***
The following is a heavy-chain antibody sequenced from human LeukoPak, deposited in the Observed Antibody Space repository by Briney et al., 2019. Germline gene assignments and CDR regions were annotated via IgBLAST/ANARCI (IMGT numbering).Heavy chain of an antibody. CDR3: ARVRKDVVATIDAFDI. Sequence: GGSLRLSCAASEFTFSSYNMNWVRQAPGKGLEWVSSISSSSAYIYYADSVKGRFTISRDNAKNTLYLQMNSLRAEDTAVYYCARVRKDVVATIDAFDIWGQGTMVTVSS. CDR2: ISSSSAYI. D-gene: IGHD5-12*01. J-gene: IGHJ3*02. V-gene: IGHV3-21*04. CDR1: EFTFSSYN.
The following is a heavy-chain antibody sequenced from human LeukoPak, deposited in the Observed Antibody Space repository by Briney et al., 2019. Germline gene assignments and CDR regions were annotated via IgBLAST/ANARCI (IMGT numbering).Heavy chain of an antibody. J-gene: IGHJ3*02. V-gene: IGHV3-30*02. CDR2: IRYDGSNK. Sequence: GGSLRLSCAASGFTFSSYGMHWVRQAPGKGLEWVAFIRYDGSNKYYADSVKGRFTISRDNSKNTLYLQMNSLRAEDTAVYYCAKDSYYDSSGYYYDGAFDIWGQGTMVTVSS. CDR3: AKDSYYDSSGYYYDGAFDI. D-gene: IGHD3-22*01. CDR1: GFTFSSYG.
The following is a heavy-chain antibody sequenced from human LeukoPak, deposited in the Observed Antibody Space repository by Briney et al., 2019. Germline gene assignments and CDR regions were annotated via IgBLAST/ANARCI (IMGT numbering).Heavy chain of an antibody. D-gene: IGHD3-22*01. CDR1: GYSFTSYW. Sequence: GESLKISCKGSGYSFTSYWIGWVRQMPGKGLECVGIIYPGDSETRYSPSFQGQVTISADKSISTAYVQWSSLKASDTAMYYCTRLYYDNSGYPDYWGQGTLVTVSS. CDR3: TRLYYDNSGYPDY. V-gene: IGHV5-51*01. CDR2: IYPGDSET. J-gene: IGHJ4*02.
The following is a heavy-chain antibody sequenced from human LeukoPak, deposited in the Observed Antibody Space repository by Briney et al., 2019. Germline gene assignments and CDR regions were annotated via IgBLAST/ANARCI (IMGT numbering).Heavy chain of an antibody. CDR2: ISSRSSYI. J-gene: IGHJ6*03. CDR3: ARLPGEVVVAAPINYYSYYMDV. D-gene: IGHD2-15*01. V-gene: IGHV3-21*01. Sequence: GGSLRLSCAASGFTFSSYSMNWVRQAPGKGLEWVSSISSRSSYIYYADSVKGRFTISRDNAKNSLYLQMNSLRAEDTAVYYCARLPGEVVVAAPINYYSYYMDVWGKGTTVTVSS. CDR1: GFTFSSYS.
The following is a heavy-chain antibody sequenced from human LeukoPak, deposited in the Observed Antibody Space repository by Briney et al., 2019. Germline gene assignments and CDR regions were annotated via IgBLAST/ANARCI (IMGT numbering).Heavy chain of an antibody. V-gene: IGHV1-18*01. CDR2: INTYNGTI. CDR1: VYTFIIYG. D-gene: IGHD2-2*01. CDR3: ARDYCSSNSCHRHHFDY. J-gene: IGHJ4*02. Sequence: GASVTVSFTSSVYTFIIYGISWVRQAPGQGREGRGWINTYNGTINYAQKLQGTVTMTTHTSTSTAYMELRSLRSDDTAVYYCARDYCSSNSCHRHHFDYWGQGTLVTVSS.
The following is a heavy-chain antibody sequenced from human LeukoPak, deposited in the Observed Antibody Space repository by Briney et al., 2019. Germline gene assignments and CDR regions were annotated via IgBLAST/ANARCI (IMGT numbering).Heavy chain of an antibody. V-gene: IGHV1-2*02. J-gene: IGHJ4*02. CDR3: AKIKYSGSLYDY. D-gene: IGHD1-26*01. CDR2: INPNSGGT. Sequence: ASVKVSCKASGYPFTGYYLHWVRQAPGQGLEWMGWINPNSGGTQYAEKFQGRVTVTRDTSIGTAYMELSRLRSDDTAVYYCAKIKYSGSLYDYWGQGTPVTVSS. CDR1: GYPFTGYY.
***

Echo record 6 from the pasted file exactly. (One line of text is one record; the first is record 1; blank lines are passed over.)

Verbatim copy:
The following is a heavy-chain antibody sequenced from human LeukoPak, deposited in the Observed Antibody Space repository by Briney et al., 2019. Germline gene assignments and CDR regions were annotated via IgBLAST/ANARCI (IMGT numbering).Heavy chain of an antibody. V-gene: IGHV1-2*02. J-gene: IGHJ4*02. CDR3: AKIKYSGSLYDY. D-gene: IGHD1-26*01. CDR2: INPNSGGT. Sequence: ASVKVSCKASGYPFTGYYLHWVRQAPGQGLEWMGWINPNSGGTQYAEKFQGRVTVTRDTSIGTAYMELSRLRSDDTAVYYCAKIKYSGSLYDYWGQGTPVTVSS. CDR1: GYPFTGYY.